Kaanchi*
Starring Mishti, Kartik Tiwari,
Rishi Kapoor, Mithun Chakraborty
Directed by Subhash Ghai
Genre: Romance wannabe thriller
Kaanchi: The Unbreakable was supposed to be a breath of fresh air since it featured a new heroine (chosen by THE Subhash Ghai) as well as veteran actors Rishi Kapoor and Mithun Chakraborty. Sadly, the formula that made Subhash Ghai one of the leading directors of the last generation isn’t applicable anymore. Ghai has run out of the steam that made Hero (1983), Khalnayak (1993), Pardes (1997) and Taal (1999) such iconic films in the nineties. He was once monumental in introducing new faces and sparkling soundtracks to Indian cinema, but unfortunately no more.

Kaanchi is a simple story. A village girl named Kaanchi falls in love and an unspeakable tragedy takes her to the city to seek revenge. If it sounds like a rehash of every other movie from the 80s, then that is exactly what it is. Be it a suicidal jump into the river, the constant job-switching and prevalent state of unemployment of the heroine and the cameo appearance from the director, Kaanchi was all too last century to be enjoyable. In fact if we were to rename it we would call it Kaanchi: The Unbearable.

The flick seems to have been written, edited, directed and produced by a fan of Subhash Ghai since it doesn’t look like a movie the maestro would call his own. Either Subhash Ghai’s mind is stuck in the 80s or he has run out of ideas because scenes from his old movies were visible in Kaanchi. There was a recreation of Ravi Verma’s death from Karz, a cheaply executed version of the climax fight from Vidhaata (where Dilip Kumar’s character sees his son Suresh Oberoi in his grandson Sanjay Dutt), a vulgar number Kambal Kay Neeche (a ‘tribute’ surely to Choli Kay Peeche from Khalnayak), a muscular villain who would appear out of nowhere only to be killed (remember Manik Irani aka Billa from Kallicharan, Hero?) and a moment where one character searches for the heroine during a song (Dard-e-Dil, Dard-e-Jigar from Karz). Maybe Subhash Ghai pays himself a tribute through Kaanchi, but it would have been better had he tried something new.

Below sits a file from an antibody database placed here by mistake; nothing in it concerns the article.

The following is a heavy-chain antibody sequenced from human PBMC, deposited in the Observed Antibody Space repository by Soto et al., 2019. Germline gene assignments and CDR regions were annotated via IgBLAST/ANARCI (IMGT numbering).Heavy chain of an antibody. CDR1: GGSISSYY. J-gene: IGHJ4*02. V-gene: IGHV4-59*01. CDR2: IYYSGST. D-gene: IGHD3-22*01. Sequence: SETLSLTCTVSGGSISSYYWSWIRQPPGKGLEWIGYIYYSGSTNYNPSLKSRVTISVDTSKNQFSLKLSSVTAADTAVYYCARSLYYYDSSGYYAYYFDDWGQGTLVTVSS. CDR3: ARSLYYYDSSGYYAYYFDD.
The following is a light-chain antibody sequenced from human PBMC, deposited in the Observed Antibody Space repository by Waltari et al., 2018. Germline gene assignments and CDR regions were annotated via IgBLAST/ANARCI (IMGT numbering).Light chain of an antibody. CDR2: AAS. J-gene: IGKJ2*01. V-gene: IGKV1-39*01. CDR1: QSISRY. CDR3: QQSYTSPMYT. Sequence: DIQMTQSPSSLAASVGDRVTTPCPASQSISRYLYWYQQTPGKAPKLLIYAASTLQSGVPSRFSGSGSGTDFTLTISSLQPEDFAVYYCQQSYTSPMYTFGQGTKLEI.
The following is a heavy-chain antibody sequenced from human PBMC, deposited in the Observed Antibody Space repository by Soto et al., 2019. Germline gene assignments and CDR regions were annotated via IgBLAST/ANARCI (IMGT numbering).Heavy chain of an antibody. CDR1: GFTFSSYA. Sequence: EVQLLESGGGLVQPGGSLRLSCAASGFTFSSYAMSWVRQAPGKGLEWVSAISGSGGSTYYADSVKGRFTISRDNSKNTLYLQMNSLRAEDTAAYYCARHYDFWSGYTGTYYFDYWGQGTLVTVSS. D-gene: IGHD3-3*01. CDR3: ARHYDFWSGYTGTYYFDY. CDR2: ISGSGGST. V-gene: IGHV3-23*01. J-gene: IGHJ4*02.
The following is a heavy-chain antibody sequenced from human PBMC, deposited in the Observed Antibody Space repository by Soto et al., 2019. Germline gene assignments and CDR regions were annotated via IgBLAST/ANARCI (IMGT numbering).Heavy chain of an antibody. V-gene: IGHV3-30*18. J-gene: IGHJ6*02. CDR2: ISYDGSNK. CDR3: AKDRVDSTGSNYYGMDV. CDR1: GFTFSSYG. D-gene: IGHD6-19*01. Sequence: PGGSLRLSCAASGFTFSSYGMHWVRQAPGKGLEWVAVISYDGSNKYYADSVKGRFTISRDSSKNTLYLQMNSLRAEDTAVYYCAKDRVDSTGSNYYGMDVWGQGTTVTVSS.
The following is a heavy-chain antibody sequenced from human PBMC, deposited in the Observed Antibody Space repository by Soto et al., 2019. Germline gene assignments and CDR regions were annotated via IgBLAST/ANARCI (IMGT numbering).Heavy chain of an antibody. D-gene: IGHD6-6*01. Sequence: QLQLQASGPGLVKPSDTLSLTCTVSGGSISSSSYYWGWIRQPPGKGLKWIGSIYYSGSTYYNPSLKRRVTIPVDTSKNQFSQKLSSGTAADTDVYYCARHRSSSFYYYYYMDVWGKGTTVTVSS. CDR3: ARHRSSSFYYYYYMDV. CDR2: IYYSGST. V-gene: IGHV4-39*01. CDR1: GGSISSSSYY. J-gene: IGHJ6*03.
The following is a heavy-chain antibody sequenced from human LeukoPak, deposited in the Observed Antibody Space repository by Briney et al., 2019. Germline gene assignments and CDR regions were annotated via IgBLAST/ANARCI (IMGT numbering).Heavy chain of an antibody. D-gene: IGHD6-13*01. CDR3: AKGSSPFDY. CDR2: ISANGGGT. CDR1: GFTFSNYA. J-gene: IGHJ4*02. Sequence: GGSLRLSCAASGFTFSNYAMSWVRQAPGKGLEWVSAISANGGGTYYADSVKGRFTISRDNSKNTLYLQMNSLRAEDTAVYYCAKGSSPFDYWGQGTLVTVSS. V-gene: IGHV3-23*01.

Let’s talk about the cast. Mishti, who plays the lead role, disappoints big time since she doesn’t look like a village girl rather a fashion model and has the voice of a kid. I became a fan of Kartik Tiwari when I saw Pyaar Ka Panchnaama but he has nothing to do in this film, except for throwing a few flying kicks, acting tough and getting the girl. The role played by Adil Hussain (CBI Investigator) could have been played by anyone whereas Chandan Roy Sanyal – who was so impressive in Vishal Bharadwaj’s Kaminey clearly misses the bus here.

Unfortunately, even the veterans, Mithun Chakraborty and Rishi Kapoor, disappoint big time. One didn’t expect much from Mithun da as an old politician, but Rishi Kapoor could have said no to the movie. If you loved to hate him in Agneepath then think twice before you watch Kaanchi.

The music by Ismail Darbaar and Salim-Suleman is as forgettable as the film itself. When Subhash Ghai came to Karachi in 2005, I asked him why he had stopped working with his regular music composers Laxmikant-Pyarelal, with whom he had delivered nine successful films in 14 years. The director replied that the aging duo was like an old woman who couldn’t deliver anymore. I think that could be Ghai’s problem as well!

Omair Alavi works for Geo TV and can be contacted at [email protected]

Kaanchi*